This is why I go all fangirl crazy when Netflix adds a show from my younger life. Here are some of my favorites available on Netflix now. (PS: I don’t work for or with Netflix.) (PPS: yes, I watch these shows on my own and without my children. You want to make something of it?)

1. Bill Nye: The Science Guy:

I can’t say the name of this show without busting into the theme song. Bill Nye was THE Science Guy. Yes, we had Beakman, too, but sometimes you wanted less of the large rat-man sidekick and more of Bill. He’s the teacher you always wished you had. SCIENCE!

2. The Wonder Years:

I’m pretty sure every girl wanted to be Winnie Cooper. I know I did. And then Kevin kissed her and we all REALLY wanted to be Winnie Cooper. I watch the reruns of “The Wonder Years” now and wonder why my parents let me watch the show at a young age when the storylines contained war, sex, drugs, and death, but somehow they did it in a way that kept the show family-friendly and wholesome. It’s impossible to make a show like this anymore.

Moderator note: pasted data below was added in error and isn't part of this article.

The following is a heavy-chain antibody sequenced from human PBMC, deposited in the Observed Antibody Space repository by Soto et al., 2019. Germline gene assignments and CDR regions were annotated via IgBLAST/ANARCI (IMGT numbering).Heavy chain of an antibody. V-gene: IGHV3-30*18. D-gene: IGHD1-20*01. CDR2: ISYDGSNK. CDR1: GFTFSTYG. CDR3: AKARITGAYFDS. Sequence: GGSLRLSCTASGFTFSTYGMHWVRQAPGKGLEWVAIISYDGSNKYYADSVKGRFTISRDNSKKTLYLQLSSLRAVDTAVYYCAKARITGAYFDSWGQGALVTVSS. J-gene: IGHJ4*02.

3. Dinosaurs

You know what I loved most about this show? Annoying the ever-loving daylights out of my parents by repeating “I’m the baby! Gotta love me!” whenever I had the chance. My grandma even bought me the pull-string Baby Sinclair for Christmas one year. I loved her so much for buying me the most annoying toy EVER. Also, can we discuss the episode entitled “A New Leaf” where the family basically gets high together? This is family television at it’s best, people!

4. Saved by the Bell:

I’m not even going to elaborate here. The gif says it all.

5. Spiderman and His Amazing Friends

Yes, I saw repeats of this show as a kid, not the original airings, but it was amazing nonetheless. Firestar was my hero. Girl superheros were few and far between (and still are) and she was gorgeous and saved both Spiderman and Ice-Man more than once. I’m still bummed she never panned out as a cartoon regular (although she still appeared in comic books.)